It was a pleasant surprise to receive an email on docking back in Ushuaia a few days ago after twenty-one days in South Georgia and Antarctica that several of my photographs have been selected for the final round of judging in the 2014 International Travel Photographer of the Year competition. I took third place and was highly commended in the Single-Shot Water Category in 2012 with the ‘Blue Berg’ photograph from the Jökulsarlon lagoon in Iceland and this is now the third year in a row I have made the finals of this competition. This year I have photographs in the finals in the Earth, Air, Fire, Water Portfolio category (four photographs), Spirit of Adventure Portfolio (four photographs), and the Wild and Vibrant Single Shot category. As final judging has not yet taken place I am unable to share the photographs at this point, but will do so once judging is complete.I am continually inspired to enter the Travel Photographer of the Year competition as it is one of the few photographic competitions remaining today that still judge the ‘print’ rather than a compressed jpeg. I wrote a couple of years ago of my disillusionment with so many of the photography competitions that make their judgements solely on a compressed jpeg file. The craft of producing a beautiful fine art print is one of the most enjoyable aspects of photography for me and is how I prefer to have my work viewed.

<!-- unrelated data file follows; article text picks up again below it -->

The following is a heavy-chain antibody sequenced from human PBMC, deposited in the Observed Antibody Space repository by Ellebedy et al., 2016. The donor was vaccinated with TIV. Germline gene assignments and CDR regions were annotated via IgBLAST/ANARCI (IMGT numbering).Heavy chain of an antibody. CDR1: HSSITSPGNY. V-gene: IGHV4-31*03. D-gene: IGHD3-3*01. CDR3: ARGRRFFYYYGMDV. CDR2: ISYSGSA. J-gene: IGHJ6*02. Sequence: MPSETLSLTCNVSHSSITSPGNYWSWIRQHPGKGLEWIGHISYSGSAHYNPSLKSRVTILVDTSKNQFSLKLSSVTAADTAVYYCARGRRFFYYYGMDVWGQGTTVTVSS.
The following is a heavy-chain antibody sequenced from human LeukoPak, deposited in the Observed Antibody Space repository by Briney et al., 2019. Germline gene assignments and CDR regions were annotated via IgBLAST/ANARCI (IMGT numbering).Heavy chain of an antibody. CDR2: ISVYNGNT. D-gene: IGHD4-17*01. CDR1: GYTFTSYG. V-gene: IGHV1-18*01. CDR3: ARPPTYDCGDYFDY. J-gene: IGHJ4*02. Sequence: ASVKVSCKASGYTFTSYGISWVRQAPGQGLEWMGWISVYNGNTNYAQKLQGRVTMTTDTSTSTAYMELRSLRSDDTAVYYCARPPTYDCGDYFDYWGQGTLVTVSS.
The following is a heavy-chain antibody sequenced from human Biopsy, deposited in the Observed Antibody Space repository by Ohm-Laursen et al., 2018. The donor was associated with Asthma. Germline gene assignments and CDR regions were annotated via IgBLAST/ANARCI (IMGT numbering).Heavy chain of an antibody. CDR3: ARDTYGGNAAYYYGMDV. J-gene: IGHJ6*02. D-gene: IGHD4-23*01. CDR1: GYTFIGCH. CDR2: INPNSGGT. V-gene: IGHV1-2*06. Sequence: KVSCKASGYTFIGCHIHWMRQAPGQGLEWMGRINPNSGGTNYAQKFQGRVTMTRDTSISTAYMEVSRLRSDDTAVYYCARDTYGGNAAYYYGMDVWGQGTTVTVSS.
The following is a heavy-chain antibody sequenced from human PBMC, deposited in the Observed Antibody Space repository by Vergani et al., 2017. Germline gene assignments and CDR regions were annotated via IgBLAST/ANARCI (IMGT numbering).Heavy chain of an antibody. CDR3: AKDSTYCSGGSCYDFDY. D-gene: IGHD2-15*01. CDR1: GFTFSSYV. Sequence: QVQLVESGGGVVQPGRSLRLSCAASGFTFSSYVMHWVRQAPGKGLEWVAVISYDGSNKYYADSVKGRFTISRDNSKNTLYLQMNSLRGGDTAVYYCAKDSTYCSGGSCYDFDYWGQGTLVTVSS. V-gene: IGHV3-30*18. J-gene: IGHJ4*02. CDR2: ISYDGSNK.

Andy Biggs and I have now wrapped up our twenty one day South Georgia Island and Antarctica photography expedition. We docked yesterday in Ushuaia after experiencing some of the most incredible polar landscapes and wildlife experiences of my photographic career. It was a unique experience and an absolute joy and pleasure to share it with so many other passionate and keen photographers. I recall something renowned photographer Art Wolfe once said – “If you can only visit one place in the world for wildlife photography it should be South Georgia Island”. He was most definitely right. From what I have already seen from those aboard there were some incredible photographs created during this voyage. No doubt, more will emerge over the coming weeks and months as everyone gets a chance to sort through the plethora of images we made during this expedition. Our ship was abuzz with excitement during our voyage and the recounting of our daily experiences over the evening meal that included everything from wildlife encounters to talk of dramatic landscapes, weather, photography and myriad of other topics made the whole shared experience simply wonderful.This brief post is not intended to be a full trip report as that will come later once I have had a chance to fully digest our experiences and sort and process a few more of the many thousands of photographs I made during this voyage. After twenty one days of pretty much non stop landscape and wildlife photography my cameras and lenses are smoking and my shot count well in excess of seven thousand images – including many underwater and split (half above / half below) photographs thanks to Aquatech who kindly provided sponsorship equipment for this expedition. It is going to take me a long time to sort and edit the photographs from this expedition, but I do hope to publish a few images when I get home just before Christmas. On top of that, my good friend and fellow photographer Antony Watson was tasked with shooting video for the duration of the expedition and we hope to cobble that together into a short movie of our experiences to be shared at a later date.For now, Antony, Martyn, Louisa and I have a day to rest and recover in Ushuaia before we fly out for ten days trekking and photography on the Argentinean side of Patagonia. The last time I visited Patagonia a year ago with my my friend and fellow photographer Martyn Lucas we experienced horrendous winds for six out of the seven days we were in the park and photography was more or less impossible. We have high hopes for better conditions this time. It will certainly be very nice to stretch the legs with some long hikes in the Patagonian back country after twenty one days of being at sea.Just by way of a small teaser announcement for a future expedition: Once I finish in Patagonia I will return to Ushuaia for one more Antarctic expedition this season to the Peninsula with my friend Antony before I fly home in time for Christmas. I will be home for just over a week before I will return to Antarctica at the end of the year for a scouting trip to photograph Emperor Penguins in a very remote region of Antarctica. This scouting trip is something I have been working on for more than a year now and it is my hope that this test trip will result in a future photographic expedition to photograph the world’s largest and most majestic penguin – The mighty Emperor.